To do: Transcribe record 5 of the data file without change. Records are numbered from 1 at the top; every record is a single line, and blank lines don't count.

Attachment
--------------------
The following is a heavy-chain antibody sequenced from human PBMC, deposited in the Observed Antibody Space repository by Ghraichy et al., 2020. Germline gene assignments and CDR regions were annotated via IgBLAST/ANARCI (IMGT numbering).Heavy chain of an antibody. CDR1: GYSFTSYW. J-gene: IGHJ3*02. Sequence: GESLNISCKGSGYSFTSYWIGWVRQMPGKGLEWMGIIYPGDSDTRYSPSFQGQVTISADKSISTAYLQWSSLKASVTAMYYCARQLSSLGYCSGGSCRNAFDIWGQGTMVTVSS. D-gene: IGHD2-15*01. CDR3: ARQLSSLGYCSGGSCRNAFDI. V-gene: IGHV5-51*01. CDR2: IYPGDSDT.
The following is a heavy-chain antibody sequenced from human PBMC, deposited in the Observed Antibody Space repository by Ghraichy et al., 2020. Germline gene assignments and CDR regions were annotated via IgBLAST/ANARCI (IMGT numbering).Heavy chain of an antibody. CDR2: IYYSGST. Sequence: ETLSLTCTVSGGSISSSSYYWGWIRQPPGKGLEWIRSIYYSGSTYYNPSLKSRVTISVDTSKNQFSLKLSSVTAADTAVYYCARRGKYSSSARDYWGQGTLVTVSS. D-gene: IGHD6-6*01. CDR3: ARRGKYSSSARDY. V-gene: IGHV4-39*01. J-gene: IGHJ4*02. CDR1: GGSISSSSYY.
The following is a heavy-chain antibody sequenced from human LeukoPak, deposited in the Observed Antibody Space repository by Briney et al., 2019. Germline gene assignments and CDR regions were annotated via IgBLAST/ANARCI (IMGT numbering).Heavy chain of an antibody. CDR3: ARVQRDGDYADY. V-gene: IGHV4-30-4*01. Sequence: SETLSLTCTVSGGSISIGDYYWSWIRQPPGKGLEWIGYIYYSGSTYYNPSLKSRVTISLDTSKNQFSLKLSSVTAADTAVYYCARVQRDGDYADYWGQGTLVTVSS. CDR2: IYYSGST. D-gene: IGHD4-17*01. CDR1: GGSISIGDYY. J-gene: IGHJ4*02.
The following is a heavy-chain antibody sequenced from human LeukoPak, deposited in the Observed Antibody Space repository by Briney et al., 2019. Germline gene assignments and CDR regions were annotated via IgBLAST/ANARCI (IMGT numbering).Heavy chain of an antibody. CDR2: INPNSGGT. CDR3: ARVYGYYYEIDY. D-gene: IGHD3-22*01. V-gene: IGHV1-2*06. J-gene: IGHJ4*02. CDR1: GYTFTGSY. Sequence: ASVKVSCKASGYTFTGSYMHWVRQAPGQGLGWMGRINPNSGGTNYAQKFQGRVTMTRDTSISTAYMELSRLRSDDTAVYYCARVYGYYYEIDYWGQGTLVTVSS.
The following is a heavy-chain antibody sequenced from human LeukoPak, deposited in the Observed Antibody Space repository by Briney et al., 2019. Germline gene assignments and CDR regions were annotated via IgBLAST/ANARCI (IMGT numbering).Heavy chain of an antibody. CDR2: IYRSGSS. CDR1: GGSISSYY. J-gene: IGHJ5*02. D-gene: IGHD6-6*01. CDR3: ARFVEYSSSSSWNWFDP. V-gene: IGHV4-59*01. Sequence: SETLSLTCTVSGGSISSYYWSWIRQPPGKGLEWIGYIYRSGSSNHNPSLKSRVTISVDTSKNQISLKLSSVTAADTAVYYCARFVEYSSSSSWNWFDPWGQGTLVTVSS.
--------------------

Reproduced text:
The following is a heavy-chain antibody sequenced from human LeukoPak, deposited in the Observed Antibody Space repository by Briney et al., 2019. Germline gene assignments and CDR regions were annotated via IgBLAST/ANARCI (IMGT numbering).Heavy chain of an antibody. CDR2: IYRSGSS. CDR1: GGSISSYY. J-gene: IGHJ5*02. D-gene: IGHD6-6*01. CDR3: ARFVEYSSSSSWNWFDP. V-gene: IGHV4-59*01. Sequence: SETLSLTCTVSGGSISSYYWSWIRQPPGKGLEWIGYIYRSGSSNHNPSLKSRVTISVDTSKNQISLKLSSVTAADTAVYYCARFVEYSSSSSWNWFDPWGQGTLVTVSS.